I truly respect the marathon distance. I had never run more than a 10K before I met my wife three and a half years ago. Since then, I have completed 5 Half Marathons and 4 Half Ironmans. I took my training seriously (for me), making sure I got my long runs in…even if it was in California, Kona, or San Antonio. I pulled myself out of bed on the weekends at 5am so I could get my miles in before the August Austin heat set in. Despite this, I had no real Marathon time goal in mind. I didn’t want to disappoint myself. I wanted more to run a smart race and take it all in. I feared bonking and, even worse, ending up in a medical tent. I knew that would not only ruin my race day, but the gaggle of fellow runners that would be waiting for me to cross the finish line. But I knew I had to have some general time goal.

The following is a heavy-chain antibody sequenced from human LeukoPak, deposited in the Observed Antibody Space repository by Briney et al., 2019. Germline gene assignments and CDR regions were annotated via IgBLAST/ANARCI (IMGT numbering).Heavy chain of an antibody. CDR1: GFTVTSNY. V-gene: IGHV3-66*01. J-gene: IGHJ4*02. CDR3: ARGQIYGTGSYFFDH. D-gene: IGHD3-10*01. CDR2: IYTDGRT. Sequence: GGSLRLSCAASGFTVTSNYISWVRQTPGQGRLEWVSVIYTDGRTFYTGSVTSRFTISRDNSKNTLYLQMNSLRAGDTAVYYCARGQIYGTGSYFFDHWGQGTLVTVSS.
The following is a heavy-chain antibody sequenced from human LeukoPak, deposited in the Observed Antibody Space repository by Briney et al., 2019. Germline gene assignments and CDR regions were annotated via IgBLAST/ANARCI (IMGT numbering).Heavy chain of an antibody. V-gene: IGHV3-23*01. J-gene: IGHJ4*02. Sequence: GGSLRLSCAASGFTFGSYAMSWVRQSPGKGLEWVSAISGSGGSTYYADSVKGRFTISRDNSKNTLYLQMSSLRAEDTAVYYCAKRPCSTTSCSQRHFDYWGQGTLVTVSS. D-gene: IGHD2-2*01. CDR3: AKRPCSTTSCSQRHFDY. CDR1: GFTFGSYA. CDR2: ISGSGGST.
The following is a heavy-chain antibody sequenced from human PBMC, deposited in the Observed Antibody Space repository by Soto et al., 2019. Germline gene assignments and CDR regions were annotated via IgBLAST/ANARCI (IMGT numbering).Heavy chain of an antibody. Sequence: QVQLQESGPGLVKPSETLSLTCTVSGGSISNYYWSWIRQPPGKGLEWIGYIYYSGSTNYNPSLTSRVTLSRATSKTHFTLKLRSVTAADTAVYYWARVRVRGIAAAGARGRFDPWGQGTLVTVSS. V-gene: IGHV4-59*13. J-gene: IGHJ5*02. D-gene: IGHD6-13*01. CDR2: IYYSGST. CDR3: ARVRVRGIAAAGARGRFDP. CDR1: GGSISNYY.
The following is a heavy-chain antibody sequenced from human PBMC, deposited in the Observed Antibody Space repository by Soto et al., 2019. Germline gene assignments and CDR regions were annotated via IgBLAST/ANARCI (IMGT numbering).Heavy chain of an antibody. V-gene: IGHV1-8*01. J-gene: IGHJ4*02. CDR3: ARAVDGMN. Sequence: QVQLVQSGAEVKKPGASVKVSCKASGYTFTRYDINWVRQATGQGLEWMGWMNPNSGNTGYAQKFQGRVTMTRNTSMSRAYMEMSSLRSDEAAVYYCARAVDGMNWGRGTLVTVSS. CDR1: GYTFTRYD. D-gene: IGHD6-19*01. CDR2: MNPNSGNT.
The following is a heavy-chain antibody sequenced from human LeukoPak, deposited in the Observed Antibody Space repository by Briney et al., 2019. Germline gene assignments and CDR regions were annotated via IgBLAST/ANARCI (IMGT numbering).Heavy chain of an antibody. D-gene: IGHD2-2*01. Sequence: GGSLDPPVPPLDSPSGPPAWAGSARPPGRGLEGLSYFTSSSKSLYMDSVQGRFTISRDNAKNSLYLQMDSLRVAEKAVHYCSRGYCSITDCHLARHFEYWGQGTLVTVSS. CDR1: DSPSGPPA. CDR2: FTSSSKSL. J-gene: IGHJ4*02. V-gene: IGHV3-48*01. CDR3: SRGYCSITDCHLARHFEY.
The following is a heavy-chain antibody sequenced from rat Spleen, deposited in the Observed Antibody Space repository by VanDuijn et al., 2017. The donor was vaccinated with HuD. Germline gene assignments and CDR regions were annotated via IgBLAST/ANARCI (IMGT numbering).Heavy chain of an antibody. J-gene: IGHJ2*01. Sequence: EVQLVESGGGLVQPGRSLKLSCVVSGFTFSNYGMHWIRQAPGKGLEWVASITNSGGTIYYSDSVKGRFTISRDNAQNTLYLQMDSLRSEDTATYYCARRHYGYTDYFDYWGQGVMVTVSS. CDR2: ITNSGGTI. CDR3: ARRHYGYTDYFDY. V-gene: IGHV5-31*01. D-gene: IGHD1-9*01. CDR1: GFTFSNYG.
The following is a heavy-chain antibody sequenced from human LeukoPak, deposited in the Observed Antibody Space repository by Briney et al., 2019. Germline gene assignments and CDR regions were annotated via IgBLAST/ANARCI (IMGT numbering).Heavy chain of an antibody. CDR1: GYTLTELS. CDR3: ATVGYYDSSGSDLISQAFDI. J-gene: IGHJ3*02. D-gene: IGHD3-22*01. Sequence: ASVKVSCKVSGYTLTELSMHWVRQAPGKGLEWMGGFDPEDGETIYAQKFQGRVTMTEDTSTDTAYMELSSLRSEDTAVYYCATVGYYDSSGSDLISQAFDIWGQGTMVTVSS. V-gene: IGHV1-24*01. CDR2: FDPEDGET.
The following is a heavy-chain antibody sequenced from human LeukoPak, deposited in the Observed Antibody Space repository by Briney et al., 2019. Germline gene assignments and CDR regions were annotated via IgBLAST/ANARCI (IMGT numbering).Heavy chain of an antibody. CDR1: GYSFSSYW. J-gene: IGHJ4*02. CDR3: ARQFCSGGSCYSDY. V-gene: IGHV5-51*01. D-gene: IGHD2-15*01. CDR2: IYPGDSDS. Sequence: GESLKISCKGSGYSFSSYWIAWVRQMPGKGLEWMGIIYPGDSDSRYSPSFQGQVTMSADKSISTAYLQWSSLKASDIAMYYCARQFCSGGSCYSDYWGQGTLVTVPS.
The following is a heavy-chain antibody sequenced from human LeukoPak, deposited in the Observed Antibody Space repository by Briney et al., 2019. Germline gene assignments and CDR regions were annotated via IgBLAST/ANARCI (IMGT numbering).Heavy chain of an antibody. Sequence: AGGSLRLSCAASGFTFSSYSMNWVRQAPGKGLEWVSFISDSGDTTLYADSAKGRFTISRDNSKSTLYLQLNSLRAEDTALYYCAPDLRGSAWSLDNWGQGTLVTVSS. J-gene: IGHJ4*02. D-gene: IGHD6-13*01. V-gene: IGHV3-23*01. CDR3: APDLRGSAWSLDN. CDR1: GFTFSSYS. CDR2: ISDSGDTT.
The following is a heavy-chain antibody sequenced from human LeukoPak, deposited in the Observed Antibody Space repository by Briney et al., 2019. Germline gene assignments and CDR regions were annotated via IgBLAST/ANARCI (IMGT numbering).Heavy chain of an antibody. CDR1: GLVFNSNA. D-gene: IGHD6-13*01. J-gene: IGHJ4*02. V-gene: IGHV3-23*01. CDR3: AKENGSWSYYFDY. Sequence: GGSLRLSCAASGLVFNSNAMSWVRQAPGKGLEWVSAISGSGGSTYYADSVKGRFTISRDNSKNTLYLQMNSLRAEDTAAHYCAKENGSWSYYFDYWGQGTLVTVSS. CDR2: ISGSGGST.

Since everyone (from Carrie to Thon to Richard) told me to go out extra slow, I decided to start with the 4:30 group and then if I felt good 8 miles or so in, I would try to move up…perhaps to 4:20. My friend Richard also was there with no time goal in mind. He wanted to enjoy the day and pay special tribute to his late step-father Bob, a veteran…even wearing his dog tags.